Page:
How to Finalize Your Divorce in California
Finalizing a divorce can be a complex and emotional process. In California, the process involves several steps that must be followed to legally end a marriage. This article will provide you with a comprehensive guide on how to finalize your divorce in California, covering the necessary forms, waiting period, and potential special circumstances.
Complete the Necessary Forms
The divorce process in California begins with filing the necessary legal documents. Three primary forms are required:
- Petition, Marriage/Domestic Partnership (FL-100): This form initiates the divorce process and contains essential information about you, your spouse, and your marriage.
- Summons (Family Law) (FL-110): The Summons notifies your spouse that you have filed for divorce and provides them with important information about their rights and obligations during the process.
- Declaration Under Uniform Child Custody Jurisdiction and Enforcement Act (FL-105): This form is necessary if you and your spouse share children and outlines child custody and visitation arrangements.
After completing and signing the forms, make two copies of each. You will need them for the next step.
Submit Forms to the Clerk
Visit the courthouse in the county where you live and submit your completed forms to the clerk. There is a filing fee ranging from $435 to $450 that you must pay at this stage. The clerk will stamp your documents, retain one copy, and return the others to you. One of these copies needs to be served to your spouse through a formal process.
Ask someone unrelated to the case, who is at least 18 years old, to serve your spouse with the following documents:
- Stamped, signed copies of the filed documents
- A blank Marriage/Domestic Partnership (FL-120) form
- Proof of Service of Summons (FL-115) form, which must be completed and returned to the courthouse by the server after serving your spouse
Wait Six Months
California law requires a mandatory six-month waiting period from the date of filing the initial documents before finalizing the divorce. During this time, it is crucial to make critical decisions with your spouse about various aspects of the divorce, including:
- Shared property
- Shared debts
- Spousal support
- Child custody and visitation
- Child support
This period allows for negotiations and discussions to reach an agreement. If disagreements persist, consider using mediation to facilitate resolution.
Complete and File the Final Paperwork
After the six-month waiting period and reaching agreements, it’s time to complete the final divorce paperwork. The essential forms required for this step are:
- Judgment (FL-180): This form contains the final decisions made during the divorce process, covering various aspects like property division, support, and custody.
- Signed Divorce Agreement: A legally binding document detailing the agreements made between you and your spouse.
- Declaration for Default or Uncontested Dissolution or Legal Separation (FL-170): This form is required if your spouse didn’t respond to the initial filing but agrees to the terms.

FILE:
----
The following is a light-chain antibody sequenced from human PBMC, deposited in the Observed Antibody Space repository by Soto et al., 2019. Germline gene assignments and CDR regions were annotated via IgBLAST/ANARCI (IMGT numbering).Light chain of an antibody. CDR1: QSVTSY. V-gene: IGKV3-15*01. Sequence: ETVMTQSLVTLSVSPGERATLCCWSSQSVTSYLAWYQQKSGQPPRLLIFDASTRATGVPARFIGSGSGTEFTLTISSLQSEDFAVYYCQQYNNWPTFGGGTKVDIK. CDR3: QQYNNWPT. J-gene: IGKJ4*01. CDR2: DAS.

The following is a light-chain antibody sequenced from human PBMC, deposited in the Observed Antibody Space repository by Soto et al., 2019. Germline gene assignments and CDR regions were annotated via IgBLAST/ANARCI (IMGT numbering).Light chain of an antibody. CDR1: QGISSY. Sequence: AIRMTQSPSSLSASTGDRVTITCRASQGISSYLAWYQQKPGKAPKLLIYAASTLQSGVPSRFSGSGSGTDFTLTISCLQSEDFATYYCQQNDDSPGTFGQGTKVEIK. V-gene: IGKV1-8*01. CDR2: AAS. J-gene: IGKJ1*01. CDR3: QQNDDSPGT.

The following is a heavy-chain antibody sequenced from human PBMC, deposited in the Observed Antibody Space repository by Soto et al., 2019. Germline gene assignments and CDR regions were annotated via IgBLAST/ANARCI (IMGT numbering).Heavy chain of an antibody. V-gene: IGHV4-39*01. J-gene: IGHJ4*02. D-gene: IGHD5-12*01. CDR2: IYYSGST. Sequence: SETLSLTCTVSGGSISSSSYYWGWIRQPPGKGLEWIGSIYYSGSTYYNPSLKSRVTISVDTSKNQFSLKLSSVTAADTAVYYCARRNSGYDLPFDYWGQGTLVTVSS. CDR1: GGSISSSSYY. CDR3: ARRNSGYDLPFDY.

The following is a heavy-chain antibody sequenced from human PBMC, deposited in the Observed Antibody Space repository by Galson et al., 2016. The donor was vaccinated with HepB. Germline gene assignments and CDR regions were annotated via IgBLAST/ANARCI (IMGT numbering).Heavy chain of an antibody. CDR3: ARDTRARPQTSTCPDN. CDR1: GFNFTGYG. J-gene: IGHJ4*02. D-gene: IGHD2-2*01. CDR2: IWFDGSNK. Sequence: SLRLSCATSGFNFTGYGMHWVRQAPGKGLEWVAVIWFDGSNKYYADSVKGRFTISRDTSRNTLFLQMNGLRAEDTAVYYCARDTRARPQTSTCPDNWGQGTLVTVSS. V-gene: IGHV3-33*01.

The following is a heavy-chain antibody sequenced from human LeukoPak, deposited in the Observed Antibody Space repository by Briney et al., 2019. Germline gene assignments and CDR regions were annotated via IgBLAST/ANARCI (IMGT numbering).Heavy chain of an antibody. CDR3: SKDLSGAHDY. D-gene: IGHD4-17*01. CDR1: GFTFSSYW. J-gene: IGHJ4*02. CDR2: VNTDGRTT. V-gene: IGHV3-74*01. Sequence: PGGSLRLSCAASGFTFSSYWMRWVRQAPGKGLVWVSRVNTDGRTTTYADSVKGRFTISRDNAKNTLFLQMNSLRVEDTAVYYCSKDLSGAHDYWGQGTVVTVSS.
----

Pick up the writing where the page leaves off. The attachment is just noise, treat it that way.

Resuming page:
- Appearance, Stipulations and Waivers (FL-130): If your case is uncontested, this form may be required to simplify the court process.
Once all necessary forms are completed and signed, submit three copies of each to the court. The judge will review the documents, and if everything is in order, they will sign the final forms and issue a Notice of Entry of Judgment (FL-190), officially ending your marriage.
Three Situations That Could Change Your Process
In certain situations, the standard divorce process may not apply. Here are three scenarios that may require different approaches:
- Your Spouse Won’t Respond: If your spouse refuses to participate in the divorce process, you can proceed with a divorce by default. File a Request to Enter Default (FL-165) form to initiate this process.
- Your Spouse Didn’t Respond, but You Agree to the Terms: If your spouse didn’t respond to the initial filing but is willing to work out decisions, you can move forward with a divorce default with an agreement.
- You and Your Spouse Can’t Agree: If you and your spouse are unable to agree on important issues, such as child custody or division of assets, mediation may be helpful. However, if agreement remains elusive, you may need to go to trial.
Finalizing a divorce in California involves a series of necessary steps, paperwork, and waiting periods. Whether you can work amicably with your spouse or face challenges, it is essential to be prepared and informed throughout the process. By completing the required forms, reaching agreements, and following the outlined steps, you can successfully navigate this emotional journey and move forward with your life.
Q1: Can I get a divorce in California if my spouse doesn’t want one?
A1: Yes, you can still obtain a divorce by default if your spouse does not respond to the divorce petition.
Q2: How much does it cost to file for divorce in California?
A2: The filing fee ranges from $435 to $450, depending on the county.
Q3: How long does it take to finalize a divorce in California?
A3: In general, expect to wait at least six months from filing the initial documents to completing and filing the final paperwork.
Q4: Is mediation a good option for settling divorce disputes?
A4: Mediation can be an excellent option for resolving disputes and reaching agreements in a collaborative manner.
Q5: What if my spouse and I can’t agree on key issues?
A5: If you and your spouse are unable to agree, you may need to go to trial, but this should be avoided if possible due to its complexity, cost, and potential strain on relationships.